How will the FDIC handle that company’s repos? An FDIC report April 18 gives the answer.
It will sell them to an acquiring firm or give them to a temporary workout bank set up just to handle some of the failing company’s businesses until the FDIC can unwind them in an orderly way.
Lenders will not be allowed to unilaterally terminate their repo contracts and seize the collateral, as they would normally be able to do when a repo borrower files bankruptcy.
Some analysts claim that the right to terminate repo contracts without fear of getting caught up in a bankruptcy proceeding let lenders ignore risk. It meant they had no skin in the game. It encouraged them to withdraw from the repo market in 2007 and 2008, because they didn’t have to care if their actions forced a company into bankruptcy.
The credit crisis that then developed, when the repo market dried up, was the main reason for the government bailout of the banks in 2008, regulators have said. Some economists are calling it a repo run on the banks, similar to depositor runs on banks 100 years ago.
The FDIC claims its plan could have helped prevent that panic, by giving repo lenders confidence that their deals will be honored.
The very availability of a comprehensive resolution system that sets forth in advance the rules under which the government will act following the appointment of a receiver could have helped to prevent a “run on the bank” and the resulting financial instability.
The FDIC has been successfully unwinding insolvent commercial banks and thrifts for many years. But a systemically important financial institution, by definition, is going to be much bigger, far more complicated, international in scope and interwoven with others through thousands of transactions.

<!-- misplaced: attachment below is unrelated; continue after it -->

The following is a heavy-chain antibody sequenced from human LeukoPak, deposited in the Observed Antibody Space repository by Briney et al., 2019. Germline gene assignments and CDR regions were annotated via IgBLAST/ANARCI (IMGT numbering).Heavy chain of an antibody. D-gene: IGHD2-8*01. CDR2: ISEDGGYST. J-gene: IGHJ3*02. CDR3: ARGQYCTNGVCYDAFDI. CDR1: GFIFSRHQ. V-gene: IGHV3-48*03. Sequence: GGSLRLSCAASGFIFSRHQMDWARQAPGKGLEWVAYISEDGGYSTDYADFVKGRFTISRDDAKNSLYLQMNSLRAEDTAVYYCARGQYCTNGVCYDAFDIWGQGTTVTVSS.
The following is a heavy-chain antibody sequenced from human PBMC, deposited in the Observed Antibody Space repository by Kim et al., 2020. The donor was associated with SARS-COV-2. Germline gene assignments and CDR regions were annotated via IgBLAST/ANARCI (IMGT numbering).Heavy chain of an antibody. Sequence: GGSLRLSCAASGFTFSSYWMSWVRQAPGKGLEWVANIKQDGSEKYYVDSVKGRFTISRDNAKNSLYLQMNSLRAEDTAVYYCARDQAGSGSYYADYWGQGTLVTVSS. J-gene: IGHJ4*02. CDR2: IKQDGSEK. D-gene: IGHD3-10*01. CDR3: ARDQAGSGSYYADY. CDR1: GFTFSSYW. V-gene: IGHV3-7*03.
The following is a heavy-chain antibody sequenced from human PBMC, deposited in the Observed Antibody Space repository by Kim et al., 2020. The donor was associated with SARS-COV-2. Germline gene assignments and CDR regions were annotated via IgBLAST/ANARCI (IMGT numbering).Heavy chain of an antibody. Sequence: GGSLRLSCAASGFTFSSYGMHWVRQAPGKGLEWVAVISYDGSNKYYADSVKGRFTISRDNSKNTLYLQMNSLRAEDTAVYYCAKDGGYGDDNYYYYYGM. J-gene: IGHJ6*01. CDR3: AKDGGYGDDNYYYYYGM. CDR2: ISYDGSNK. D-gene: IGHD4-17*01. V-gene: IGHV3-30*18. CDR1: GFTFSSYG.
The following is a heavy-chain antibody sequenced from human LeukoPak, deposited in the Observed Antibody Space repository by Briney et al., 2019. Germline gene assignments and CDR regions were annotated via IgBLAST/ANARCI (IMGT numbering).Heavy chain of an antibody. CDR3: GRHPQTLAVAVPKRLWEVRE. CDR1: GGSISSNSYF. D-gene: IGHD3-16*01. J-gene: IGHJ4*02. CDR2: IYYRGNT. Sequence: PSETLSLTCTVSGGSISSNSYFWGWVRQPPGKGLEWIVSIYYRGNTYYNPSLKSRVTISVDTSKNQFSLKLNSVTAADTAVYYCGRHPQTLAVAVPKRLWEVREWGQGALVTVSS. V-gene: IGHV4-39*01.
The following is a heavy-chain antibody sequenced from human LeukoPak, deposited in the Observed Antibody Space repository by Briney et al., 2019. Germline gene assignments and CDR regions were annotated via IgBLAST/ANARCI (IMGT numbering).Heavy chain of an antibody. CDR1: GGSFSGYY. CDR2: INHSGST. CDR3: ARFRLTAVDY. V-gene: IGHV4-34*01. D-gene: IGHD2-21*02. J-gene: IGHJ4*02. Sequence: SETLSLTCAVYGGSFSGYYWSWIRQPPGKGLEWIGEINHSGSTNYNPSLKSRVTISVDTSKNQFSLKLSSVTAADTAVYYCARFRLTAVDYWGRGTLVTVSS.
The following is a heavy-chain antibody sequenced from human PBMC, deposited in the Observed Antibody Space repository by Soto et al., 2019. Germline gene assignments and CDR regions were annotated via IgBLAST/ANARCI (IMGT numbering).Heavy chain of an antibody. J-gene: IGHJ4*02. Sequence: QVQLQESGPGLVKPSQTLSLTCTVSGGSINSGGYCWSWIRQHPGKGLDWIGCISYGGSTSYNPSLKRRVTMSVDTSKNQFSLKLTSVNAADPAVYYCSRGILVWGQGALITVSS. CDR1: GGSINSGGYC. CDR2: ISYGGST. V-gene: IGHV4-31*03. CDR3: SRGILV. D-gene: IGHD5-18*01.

The largest institution the FDIC has ever taken over was Seattle-based Washington Mutual Bank, which the FDIC seized Sept. 25, 2008. It had $310 billion in assets. The largest banks likely to be deemed “systemically important financial institutions” by the Financial Stability Oversight Council have $2 trillion in assets: Bank of America, JP Morgan Chase and Citigroup.
Critics like MIT professor Simon Johnson think the U.S. Treasury Department and the Federal Reserve will not let a systemically important financial institution fail, even with the FDIC in the wings ready to take over.
Other observers, like the New York finance lawyer who blogs at Economics of Contempt, think regulators will let systemically important financial institutions fail, believe the FDIC can unwind them, and point out that the Dodd-Frank Act requires it.
The FDIC’s April 18 report does not talk about repurchase agreements. Instead, it talks about qualified financial contracts, which it says includes repos, securities contracts, commodities contracts, forwards contracts, swaps, and any similar agreements.
It calls the temporary workout bank a bridge bank.
From the report:
A complex, systemic financial company can hold very large positions in qualified financial contracts, often involving numerous counterparties and back-to-back trades, some of which may be opaque and incompletely documented.
A disorderly unwinding of such contracts triggered by an event of insolvency, as each counterparty races to unwind and cover unhedged positions, can cause a tremendous loss of value, especially if lightly traded collateral covering a trade is sold into an artificially depressed, unstable market.
Such disorderly unwinding can have severe negative consequences for the financial company, its creditors, its counterparties, and the financial stability of the United States.
In contrast, the Dodd-Frank Act expressly permits the FDIC to transfer qualified financial contracts to a solvent financial institution (an acquiring investor) or to a bridge financial company.
In such a case, counterparties are prohibited from terminating their contracts and liquidating and netting out their positions on the grounds of an event of insolvency.
The receiver’s ability to transfer qualified financial contracts to a third party in order for the contracts to continue according to their terms—notwithstanding the debtor company’s insolvency—provides market certainty and stability and preserves the value represented by the contracts.